Grammy award-winning musician Arturo Sandoval visits Moorpark College


Arturo Sandoval answers questions from the audience during his master class at Moorpark College on Oct. 15, 2021. Photo credit: Shahbano Raza

By Shahbano Raza

Moorpark College hosted Grammy award-winning musician Arturo Sandoval in its Latinx month finale, where Sandoval taught a master class in the Performing Arts Center and gave a lecture that was broadcasted over Zoom.

Tamarra Coleman, the diversity, equity and inclusion coordinator on campus, commenced the master class with remarks about Sandoval’s impressive credentials.

“(Sandoval) is a 2013 Presidential Medal of Freedom Recipient, 2016 Honorary Doctorate Recipient in Fine Arts from the University of Notre Dame, ten-time Grammy award-winner, Emmy-award recipient, six-time Billboard Award-winner and 2015 Hispanic Heritage Award recipient,” Coleman explained with high praise.

After listing Sandoval’s accolades, Coleman read out loud Sandoval’s journey as a Cuban immigrant and as the apprentice of jazz legend Dizzy Gillespie.

Sandoval began the master class by serenading audience members with an improvised piece on the piano. Sandoval later played the trumpet, and in between classical renditions from the works of renowned jazz artists such as Chet Baker and Clifford Brown, Sandoval discussed life stories and music tips.

Arturo Sandoval plays the trumpet during his master class at Moorpark College on Oct. 15, 2021. Photo credit: Shahbano Raza

To the musicians in the audience of the master class and lecture, Sandoval stressed the importance of being familiar with chord changes, practicing in all twelve keys and, most importantly, creating the right sound.

“Cultivate a good quality of sound,” Sandoval advised. “That is going to be your voice, your identity.”

Sandoval also took the time to address dislike for the term “Latin Jazz.” Sandoval associates the term “Latin” with ancient Rome and therefore believes it does not accurately encompass the cultural influences and origins of what he performs. Sandoval asserted that the proper term for the genre of his music is “Afro-Cuban Jazz.”

Ventura College music major and jazz vocalist Alma Valenciano attended Sandoval’s master class and had the opportunity to scat on stage with the Grammy award-winner.

“It was really a wonderful opportunity,” Valenciano said. “I’m Latina, so from that angle, I really enjoyed it.”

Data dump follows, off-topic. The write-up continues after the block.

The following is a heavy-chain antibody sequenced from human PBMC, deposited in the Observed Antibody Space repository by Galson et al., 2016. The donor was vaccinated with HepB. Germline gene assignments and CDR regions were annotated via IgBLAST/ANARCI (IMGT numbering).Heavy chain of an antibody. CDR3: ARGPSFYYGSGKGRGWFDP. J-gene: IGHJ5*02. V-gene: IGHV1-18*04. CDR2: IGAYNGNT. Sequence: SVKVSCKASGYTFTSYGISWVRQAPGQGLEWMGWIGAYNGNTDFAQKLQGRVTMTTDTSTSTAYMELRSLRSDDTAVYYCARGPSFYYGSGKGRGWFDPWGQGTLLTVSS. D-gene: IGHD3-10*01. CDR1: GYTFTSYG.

Valenciano went on to voice the desire for more representation of Afro-Cuban Jazz music.

“I wish there was a greater focus on Afro-Cuban Jazz, overall,” Valenciano said. “A lot of contributions to world music have come from Latin America.”

Dr. Nathan Bowen, Performing Arts department chair and Honors Program coordinator at Moorpark College, attended the master class and highlighted Sandoval’s advice to do what one loves.

“(Sandoval) is living proof that when you choose what you want to do and invest and focus in doing that, then great things can happen,” Bowen said. “I’m hoping that we can tell what he was saying to students here for years to come.”

The lecture portion of the Latinx finale was similar to the master class in that Sandoval played some tunes on the trumpet and shared stories in between musical demonstrations. At the beginning of the lecture, Sandoval played the tune “God Bless America.”

“I love this country with all my heart,” Sandoval professed. “I am 72 years old, and I’ve lived in this country for 32 years. I got the impression that I was born 32 years ago.”

Throughout the lecture, audience members, as well as those attending over Zoom, had the chance to ask Sandoval questions about anything ranging from the musician’s daily music routine to advice on how to avoid burnouts when practicing an instrument for extended periods of time.

Coleman also asked Sandoval questions. Most notably, Coleman asked Sandoval about the musician’s decided legacy.

“I want to be remembered as a person who loved life, loved my family very much, loved my friends, my fans and loved music,” Sandoval answered.

Although Sandoval addressed Latinx Heritage Month and the specifics of music with gravitas, the overall mood of the event was light-hearted as Sandoval’s jokes about the nature of the trumpet and anecdotes about marriage had the audience laughing.

A recurring theme in both Sandoval’s masterclass and lecture was gratification.

“I am just absolutely grateful that I chose music as my profession,” Sandoval said.

Sandoval encouraged those interested in music to follow his Instagram for free lessons and tutorials.